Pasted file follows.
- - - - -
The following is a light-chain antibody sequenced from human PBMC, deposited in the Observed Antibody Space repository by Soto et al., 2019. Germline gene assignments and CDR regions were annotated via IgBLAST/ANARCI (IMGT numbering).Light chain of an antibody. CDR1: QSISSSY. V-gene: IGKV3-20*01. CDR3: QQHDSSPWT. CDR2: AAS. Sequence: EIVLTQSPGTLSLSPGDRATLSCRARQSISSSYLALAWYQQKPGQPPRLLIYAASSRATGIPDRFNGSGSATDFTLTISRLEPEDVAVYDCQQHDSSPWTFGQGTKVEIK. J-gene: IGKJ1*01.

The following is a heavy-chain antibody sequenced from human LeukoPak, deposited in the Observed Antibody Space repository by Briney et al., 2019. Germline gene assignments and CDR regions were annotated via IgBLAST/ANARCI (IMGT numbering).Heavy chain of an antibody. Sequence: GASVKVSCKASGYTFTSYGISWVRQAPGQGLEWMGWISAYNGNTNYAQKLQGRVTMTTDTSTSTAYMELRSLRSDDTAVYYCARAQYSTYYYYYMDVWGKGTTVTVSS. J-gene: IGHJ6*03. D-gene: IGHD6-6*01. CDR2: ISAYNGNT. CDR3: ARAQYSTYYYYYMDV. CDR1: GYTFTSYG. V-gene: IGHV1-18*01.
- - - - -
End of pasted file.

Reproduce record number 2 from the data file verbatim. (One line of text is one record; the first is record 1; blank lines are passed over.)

The following is a heavy-chain antibody sequenced from human LeukoPak, deposited in the Observed Antibody Space repository by Briney et al., 2019. Germline gene assignments and CDR regions were annotated via IgBLAST/ANARCI (IMGT numbering).Heavy chain of an antibody. Sequence: GASVKVSCKASGYTFTSYGISWVRQAPGQGLEWMGWISAYNGNTNYAQKLQGRVTMTTDTSTSTAYMELRSLRSDDTAVYYCARAQYSTYYYYYMDVWGKGTTVTVSS. J-gene: IGHJ6*03. D-gene: IGHD6-6*01. CDR2: ISAYNGNT. CDR3: ARAQYSTYYYYYMDV. CDR1: GYTFTSYG. V-gene: IGHV1-18*01.